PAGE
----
Collin Creek Redevelopment: One Year into the Project

JCPenney may be open, but not much else remains the same at Collin Creek Mall, now shuttered for one year. Its expansive parking lot is filled with massive dirt piles, obscuring the view of Central Expressway and the city beyond. Oversized trucks run rampant across the apocalyptic landscape, dotted with heavy equipment and other random construction materials.

The shipping dock next to the surprisingly busy Penney’s is flanked by a row of relocated trees. The huge oaks appear to be well-maintained in this most unusual concrete orchard.

A smiling tiki statue stands near a small entrance. Its origin or future nobody quite seems to know. A short walk past the loading dock reveals a lone office occupied by Rob Romo, vice president of development for Centurion American. He is one of the people responsible for transforming this 1980s relic into the modern live-work-and-play destination that today’s consumers are clamoring for.

Relocated trees will be replanted in the finished development // photos Jennifer Shertzer
Relocated trees will be replanted in the finished development // photos Jennifer Shertzer

Keeping the Heart of the Mall

After giving a brief overview of the latest blueprint, Rob’s ready to show off what’s left of the old mall. Shockingly it is all still there as we remember it. The escalators. The food court. The white tiles and the skylights. Even the kiddie playground. All of it still stands. There are no broken windows or useless junk strewn about. Put the names back on the store fronts, and the mall would seemingly be ready for Black Friday bargain hunters tomorrow.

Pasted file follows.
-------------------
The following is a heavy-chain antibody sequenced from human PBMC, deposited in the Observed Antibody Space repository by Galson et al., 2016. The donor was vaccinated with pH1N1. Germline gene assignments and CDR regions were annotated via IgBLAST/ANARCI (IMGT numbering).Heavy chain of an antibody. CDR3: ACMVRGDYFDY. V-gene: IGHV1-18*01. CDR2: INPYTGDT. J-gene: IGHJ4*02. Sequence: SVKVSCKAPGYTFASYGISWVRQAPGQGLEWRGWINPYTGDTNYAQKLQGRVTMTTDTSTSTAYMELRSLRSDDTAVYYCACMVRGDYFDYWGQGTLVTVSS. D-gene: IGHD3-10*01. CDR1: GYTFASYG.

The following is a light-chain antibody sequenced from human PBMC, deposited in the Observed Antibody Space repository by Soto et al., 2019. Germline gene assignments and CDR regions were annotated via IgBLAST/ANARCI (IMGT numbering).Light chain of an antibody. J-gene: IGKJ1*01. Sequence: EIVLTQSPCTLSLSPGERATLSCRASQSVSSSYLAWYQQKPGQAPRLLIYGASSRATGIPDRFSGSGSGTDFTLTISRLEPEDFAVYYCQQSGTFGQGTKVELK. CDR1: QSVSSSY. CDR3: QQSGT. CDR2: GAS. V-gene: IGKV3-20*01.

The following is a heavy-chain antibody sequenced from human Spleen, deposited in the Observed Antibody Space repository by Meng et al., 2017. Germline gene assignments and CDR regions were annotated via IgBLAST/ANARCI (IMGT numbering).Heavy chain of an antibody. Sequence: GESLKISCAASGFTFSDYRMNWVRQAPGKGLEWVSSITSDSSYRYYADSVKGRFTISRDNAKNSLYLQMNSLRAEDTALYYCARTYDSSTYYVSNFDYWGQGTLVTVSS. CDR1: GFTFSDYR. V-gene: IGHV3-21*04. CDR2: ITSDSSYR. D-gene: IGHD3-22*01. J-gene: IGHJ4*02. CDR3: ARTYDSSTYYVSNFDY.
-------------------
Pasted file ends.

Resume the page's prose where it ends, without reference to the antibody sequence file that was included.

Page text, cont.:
“The heart of the mall is staying,” Rob says. “The big boxes are coming down, but most of the rest will remain.”

Revised plans by developer Centurion American now incorporate much of the heart of the old mall into the new development. The skylighted atrium section of the scuttled mall where the food court once operated will now serve as a “grand paseo” for the reimagined retail centerpiece. It will be partially open-air and overlook a park. Other wings of the mall will be remodeled and refinished, but not demolished.

Over the past year, crews have demolished the anchor spaces most recently occupied by Macy’s, Sears and Amazing Jake’s. This makes for an interesting perspective as walkways on the upper level abruptly end at outdoor ledges. The views are impressive, but also knee-shaking close to the edge.

Michael Zizik, an architect with Bush Architects, stands on a walkway that used to lead into the second floor of Amazing Jake’s
Michael Zizik, an architect with Bush Architects, stands on a walkway that used to lead into the second floor of Amazing Jake’s

By the end of this year, the former Dillard’s site will be torn down as well, leaving JCPenney as the only anchor standing. That store will continue to operate for the time being. Its long-term location is an unanswered question, as the retailer filed for Chapter 11 bankruptcy in mid-May.

The remaining central structure will be the centerpiece of the massive mixed-use Collin Creek development that will include a hotel, two multifamily units, single-family homes, extensive park space and a signature water feature. In order for those features to become a reality, the developers had to figure out where to put all those people they hope will be flocking to the area.

Parking Will Be out of Sight